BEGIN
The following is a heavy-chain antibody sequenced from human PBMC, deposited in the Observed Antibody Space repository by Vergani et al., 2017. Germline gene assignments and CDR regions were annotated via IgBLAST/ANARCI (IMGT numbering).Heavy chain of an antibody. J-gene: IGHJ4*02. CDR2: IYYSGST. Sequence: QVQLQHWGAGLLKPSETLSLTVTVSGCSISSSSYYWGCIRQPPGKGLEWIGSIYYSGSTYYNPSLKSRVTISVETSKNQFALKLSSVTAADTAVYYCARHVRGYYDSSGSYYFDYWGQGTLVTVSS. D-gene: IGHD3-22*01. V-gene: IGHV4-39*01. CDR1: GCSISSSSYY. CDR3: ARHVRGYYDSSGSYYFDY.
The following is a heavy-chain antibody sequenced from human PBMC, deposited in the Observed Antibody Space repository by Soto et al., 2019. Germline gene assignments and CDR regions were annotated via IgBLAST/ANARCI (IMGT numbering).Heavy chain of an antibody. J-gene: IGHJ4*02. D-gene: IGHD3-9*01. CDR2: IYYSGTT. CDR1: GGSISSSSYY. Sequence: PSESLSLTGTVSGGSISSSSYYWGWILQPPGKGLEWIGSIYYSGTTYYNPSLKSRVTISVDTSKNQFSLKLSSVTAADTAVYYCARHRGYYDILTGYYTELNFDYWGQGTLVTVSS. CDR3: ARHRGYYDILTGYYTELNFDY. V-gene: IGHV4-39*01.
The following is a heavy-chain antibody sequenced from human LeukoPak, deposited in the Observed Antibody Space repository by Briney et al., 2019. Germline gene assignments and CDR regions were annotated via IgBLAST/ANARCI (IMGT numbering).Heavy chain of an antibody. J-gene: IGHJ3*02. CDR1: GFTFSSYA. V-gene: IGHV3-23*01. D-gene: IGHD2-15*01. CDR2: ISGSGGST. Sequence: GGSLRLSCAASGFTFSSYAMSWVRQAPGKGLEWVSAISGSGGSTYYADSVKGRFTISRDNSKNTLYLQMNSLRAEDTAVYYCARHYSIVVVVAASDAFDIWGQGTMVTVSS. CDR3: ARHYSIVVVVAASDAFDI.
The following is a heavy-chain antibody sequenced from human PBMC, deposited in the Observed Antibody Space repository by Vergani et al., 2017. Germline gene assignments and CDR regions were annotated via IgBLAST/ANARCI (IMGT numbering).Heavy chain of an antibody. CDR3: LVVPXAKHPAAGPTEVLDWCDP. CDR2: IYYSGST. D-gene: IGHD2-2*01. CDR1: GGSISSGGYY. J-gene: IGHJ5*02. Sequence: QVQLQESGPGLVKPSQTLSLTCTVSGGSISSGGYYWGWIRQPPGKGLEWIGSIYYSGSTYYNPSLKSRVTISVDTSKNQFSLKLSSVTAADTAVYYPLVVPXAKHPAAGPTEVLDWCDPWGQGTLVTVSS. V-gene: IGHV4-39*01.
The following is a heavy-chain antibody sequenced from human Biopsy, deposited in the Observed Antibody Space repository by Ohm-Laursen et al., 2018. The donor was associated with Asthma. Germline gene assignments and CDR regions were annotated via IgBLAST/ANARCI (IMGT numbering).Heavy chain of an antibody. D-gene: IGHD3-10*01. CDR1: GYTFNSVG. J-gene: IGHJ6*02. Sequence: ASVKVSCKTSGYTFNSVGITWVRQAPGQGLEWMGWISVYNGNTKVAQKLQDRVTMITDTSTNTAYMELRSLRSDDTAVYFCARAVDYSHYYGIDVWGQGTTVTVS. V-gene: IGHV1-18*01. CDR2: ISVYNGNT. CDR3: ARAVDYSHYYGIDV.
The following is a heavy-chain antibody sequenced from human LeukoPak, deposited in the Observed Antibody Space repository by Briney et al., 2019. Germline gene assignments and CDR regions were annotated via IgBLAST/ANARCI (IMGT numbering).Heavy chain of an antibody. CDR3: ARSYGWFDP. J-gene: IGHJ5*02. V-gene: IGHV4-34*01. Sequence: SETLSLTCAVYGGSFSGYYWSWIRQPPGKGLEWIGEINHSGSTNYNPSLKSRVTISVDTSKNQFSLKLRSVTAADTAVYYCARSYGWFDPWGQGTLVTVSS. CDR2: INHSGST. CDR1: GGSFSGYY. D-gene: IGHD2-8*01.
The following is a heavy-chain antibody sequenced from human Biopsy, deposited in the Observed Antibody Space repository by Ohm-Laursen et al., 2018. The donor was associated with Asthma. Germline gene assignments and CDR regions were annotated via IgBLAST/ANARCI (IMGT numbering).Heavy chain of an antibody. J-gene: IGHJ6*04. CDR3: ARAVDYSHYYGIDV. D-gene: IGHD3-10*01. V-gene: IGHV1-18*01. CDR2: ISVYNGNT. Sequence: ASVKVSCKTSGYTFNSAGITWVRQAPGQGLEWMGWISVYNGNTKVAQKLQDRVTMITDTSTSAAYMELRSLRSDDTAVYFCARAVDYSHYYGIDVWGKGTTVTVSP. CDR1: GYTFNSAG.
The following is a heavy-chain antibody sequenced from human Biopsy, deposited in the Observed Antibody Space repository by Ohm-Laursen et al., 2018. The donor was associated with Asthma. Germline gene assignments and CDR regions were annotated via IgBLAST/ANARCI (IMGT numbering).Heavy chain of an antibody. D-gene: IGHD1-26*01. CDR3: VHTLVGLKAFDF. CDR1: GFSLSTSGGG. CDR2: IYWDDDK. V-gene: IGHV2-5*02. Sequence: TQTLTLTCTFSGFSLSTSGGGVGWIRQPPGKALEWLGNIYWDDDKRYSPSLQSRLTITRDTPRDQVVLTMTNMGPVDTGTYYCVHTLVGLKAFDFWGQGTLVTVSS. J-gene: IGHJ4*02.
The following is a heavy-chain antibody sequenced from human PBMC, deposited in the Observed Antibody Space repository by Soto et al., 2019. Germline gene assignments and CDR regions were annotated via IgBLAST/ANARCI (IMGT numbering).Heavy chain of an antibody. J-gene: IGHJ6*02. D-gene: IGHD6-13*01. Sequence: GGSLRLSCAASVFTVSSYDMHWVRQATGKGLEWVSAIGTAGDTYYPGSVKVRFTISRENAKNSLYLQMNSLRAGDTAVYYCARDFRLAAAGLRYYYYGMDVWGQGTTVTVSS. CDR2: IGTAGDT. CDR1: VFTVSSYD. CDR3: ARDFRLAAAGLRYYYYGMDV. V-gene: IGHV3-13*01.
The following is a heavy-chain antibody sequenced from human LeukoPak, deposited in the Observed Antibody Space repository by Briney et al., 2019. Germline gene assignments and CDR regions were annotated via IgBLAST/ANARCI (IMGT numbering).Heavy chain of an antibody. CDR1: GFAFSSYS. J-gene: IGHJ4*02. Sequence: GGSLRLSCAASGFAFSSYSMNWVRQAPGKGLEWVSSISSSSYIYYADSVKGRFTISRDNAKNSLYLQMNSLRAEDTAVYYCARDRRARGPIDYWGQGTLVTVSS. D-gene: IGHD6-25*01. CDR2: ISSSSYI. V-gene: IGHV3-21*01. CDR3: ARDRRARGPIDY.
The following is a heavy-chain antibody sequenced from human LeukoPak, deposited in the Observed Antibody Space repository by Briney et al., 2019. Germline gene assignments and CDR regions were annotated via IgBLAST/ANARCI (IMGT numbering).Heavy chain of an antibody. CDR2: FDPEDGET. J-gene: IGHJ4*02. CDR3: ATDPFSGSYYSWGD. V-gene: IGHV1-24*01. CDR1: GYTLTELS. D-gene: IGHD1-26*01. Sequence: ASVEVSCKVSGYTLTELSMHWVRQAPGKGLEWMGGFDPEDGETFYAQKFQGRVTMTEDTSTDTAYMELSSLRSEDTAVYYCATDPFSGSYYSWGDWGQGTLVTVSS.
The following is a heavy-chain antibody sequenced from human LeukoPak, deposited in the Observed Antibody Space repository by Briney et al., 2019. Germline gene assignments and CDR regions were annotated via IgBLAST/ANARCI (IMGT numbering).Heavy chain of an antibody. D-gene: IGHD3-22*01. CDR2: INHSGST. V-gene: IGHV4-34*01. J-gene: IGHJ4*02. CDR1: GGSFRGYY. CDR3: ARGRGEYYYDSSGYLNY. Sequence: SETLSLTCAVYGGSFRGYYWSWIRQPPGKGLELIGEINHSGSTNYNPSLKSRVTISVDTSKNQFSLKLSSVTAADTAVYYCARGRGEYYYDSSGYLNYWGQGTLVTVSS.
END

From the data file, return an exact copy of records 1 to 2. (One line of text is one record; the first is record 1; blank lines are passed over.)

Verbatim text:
The following is a heavy-chain antibody sequenced from human PBMC, deposited in the Observed Antibody Space repository by Vergani et al., 2017. Germline gene assignments and CDR regions were annotated via IgBLAST/ANARCI (IMGT numbering).Heavy chain of an antibody. J-gene: IGHJ4*02. CDR2: IYYSGST. Sequence: QVQLQHWGAGLLKPSETLSLTVTVSGCSISSSSYYWGCIRQPPGKGLEWIGSIYYSGSTYYNPSLKSRVTISVETSKNQFALKLSSVTAADTAVYYCARHVRGYYDSSGSYYFDYWGQGTLVTVSS. D-gene: IGHD3-22*01. V-gene: IGHV4-39*01. CDR1: GCSISSSSYY. CDR3: ARHVRGYYDSSGSYYFDY.
The following is a heavy-chain antibody sequenced from human PBMC, deposited in the Observed Antibody Space repository by Soto et al., 2019. Germline gene assignments and CDR regions were annotated via IgBLAST/ANARCI (IMGT numbering).Heavy chain of an antibody. J-gene: IGHJ4*02. D-gene: IGHD3-9*01. CDR2: IYYSGTT. CDR1: GGSISSSSYY. Sequence: PSESLSLTGTVSGGSISSSSYYWGWILQPPGKGLEWIGSIYYSGTTYYNPSLKSRVTISVDTSKNQFSLKLSSVTAADTAVYYCARHRGYYDILTGYYTELNFDYWGQGTLVTVSS. CDR3: ARHRGYYDILTGYYTELNFDY. V-gene: IGHV4-39*01.